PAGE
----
Conboy testified that he returned August 8 and conducted a more thorough examination of Scyrel, whose condition had not improved. According to Conboy, MacGregor followed him out after the examination and asked him if he suspected arsenic poisoning, which Conboy said he did. Conboy testified that MacGregor had said he also suspected arsenic poisoning and implied Carrie Sparling was responsible for the poisoning. Conboy reached out to prosecutor Boomhower at that point, to alert him to his concerns regarding a possible poisoning. Conboy testified that he, MacGregor, and Boomhower had agreed that a nurse should be hired to watch Scyrel and ensure no one was able to poison him further. Nurse Gibbs had been hired for this reason on August 9. Conboy continued to return daily to the Sparling house to check on Scyrel, sometimes with Dr. Herrington, and Conboy testified that on these visits, MacGregor pulled him aside several times to ask whether he had discussed his suspicions regarding arsenic poisoning with other people.
Conboy had also consulted on Albert’s case prior to Albert’s death, and he testified about his interactions with MacGregor during that time as well.
The doctors from the pathological department at the University of Michigan who had examined portions of Scyrel’s liver and other organs testified regarding the presence of poison and the condition of the organs.
Other witnesses testified that MacGregor had told them the Sparling family members suffered from syphilis and that the children had been weakened by excessive sexual indulgence by the Sparling parents.
The prosecution called McKay, the undertaker, to the stand. McKay testified on cross-examination that he had ample opportunity to examine Scyrel’s stomach if he had opted to and that MacGregor had not prevented him from doing so. According to testimony by Holdship, MacGregor discouraged him from opening or removing Scyrel’s stomach in the post-mortem examination.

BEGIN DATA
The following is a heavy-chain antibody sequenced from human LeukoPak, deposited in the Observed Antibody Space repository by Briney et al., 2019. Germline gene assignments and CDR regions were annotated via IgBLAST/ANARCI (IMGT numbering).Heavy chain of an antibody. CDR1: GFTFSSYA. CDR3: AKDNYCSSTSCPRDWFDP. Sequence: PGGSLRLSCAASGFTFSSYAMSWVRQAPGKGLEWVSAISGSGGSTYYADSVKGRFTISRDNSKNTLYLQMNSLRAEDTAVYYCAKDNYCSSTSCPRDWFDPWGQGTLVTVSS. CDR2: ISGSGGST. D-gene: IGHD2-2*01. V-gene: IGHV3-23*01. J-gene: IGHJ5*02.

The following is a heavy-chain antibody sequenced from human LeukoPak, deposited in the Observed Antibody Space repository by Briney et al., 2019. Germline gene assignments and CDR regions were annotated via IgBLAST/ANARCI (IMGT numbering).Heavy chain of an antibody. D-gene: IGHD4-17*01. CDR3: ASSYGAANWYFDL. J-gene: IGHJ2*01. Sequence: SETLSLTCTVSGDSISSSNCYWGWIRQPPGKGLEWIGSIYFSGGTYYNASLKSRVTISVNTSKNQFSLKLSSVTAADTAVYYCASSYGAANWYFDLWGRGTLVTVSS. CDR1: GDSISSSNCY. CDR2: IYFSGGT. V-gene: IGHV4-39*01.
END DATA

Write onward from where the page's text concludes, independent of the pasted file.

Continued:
The prosecution emphasized the insurance money at stake, the payments MacGregor received from Carrie Sparling and his alleged influence over her. The state presented witnesses claiming an involved personal relationship existed between Carrie Sparling and MacGregor.
MacGregor testified and faced five days of questioning. He denied poisoning Scyrel or trying to influence the other doctors involved in his treatment and post-mortem examination. MacGregor’s wife also testified in his defense.
The jury found MacGregor guilty of first-degree murder on June 5, 1912, and he was sentenced to life in prison on June 10, 1912.
Carrie Sparling’s trial was repeatedly delayed, and she continued to state publicly that MacGregor was innocent and that her husband and sons had died of natural causes. In interviews with reporters, she shared her deceased family members’ histories of illnesses and operations. In early January 1914, she met with a reporter and emphasized her desire to have her day in court, where she planned to stand trial and clear her name. In late January 1914, the charges against Carrie Sparling and Gibbs were dismissed. That same month, the Michigan Supreme Court upheld a lower court’s decision to deny MacGregor’s request for a new trial.
The next month, in February 1914, Carrie filed a lawsuit against Gleaners, which had turned down her claim on Scyrel’s life insurance policy. Available records do not indicate the outcome of this lawsuit.
In 1914, Governor Woodbridge Ferris launched an investigation into MacGregor’s case. The investigation took two years to complete, and Governor Ferris did not publicly share the information uncovered in the investigation. But, on November 27, 1916, Ferris pardoned MacGregor on the basis of innocence, saying, “I am firmly convinced that Dr. MacGregor is absolutely innocent of the crime for which he was convicted.” After receiving this pardon, MacGregor served as the prison physician at the Michigan state prison where he had once been a prisoner. He held that position until his death in 1928.
The National Registry of Exonerations is a project of the Newkirk Center for Science & Society at University of California Irvine, the University of Michigan Law School and Michigan State University College of Law. It was founded in 2012 in conjunction with the Center on Wrongful Convictions at Northwestern University School of Law. The Registry provides detailed information about every known exoneration in the United States since 1989—cases in which a person was wrongly convicted of a crime and later cleared of all the charges based on new evidence of innocence. The Registry also maintains a more limited database of known exonerations prior to 1989.
We welcome new information from any source about exonerations already on our list and about cases not in the Registry that might be exonerations.